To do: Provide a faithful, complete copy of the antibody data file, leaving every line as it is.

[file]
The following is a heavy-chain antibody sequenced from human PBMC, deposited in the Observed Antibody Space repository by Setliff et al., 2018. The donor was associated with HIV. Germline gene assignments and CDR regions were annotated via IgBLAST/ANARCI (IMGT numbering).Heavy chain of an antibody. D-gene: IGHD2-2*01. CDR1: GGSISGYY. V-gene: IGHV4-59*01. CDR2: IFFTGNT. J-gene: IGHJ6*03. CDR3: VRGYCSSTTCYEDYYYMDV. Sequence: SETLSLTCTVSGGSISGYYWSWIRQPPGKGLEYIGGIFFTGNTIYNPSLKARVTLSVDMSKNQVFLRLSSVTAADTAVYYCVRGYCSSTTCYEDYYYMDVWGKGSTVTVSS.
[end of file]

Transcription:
The following is a heavy-chain antibody sequenced from human PBMC, deposited in the Observed Antibody Space repository by Setliff et al., 2018. The donor was associated with HIV. Germline gene assignments and CDR regions were annotated via IgBLAST/ANARCI (IMGT numbering).Heavy chain of an antibody. D-gene: IGHD2-2*01. CDR1: GGSISGYY. V-gene: IGHV4-59*01. CDR2: IFFTGNT. J-gene: IGHJ6*03. CDR3: VRGYCSSTTCYEDYYYMDV. Sequence: SETLSLTCTVSGGSISGYYWSWIRQPPGKGLEYIGGIFFTGNTIYNPSLKARVTLSVDMSKNQVFLRLSSVTAADTAVYYCVRGYCSSTTCYEDYYYMDVWGKGSTVTVSS.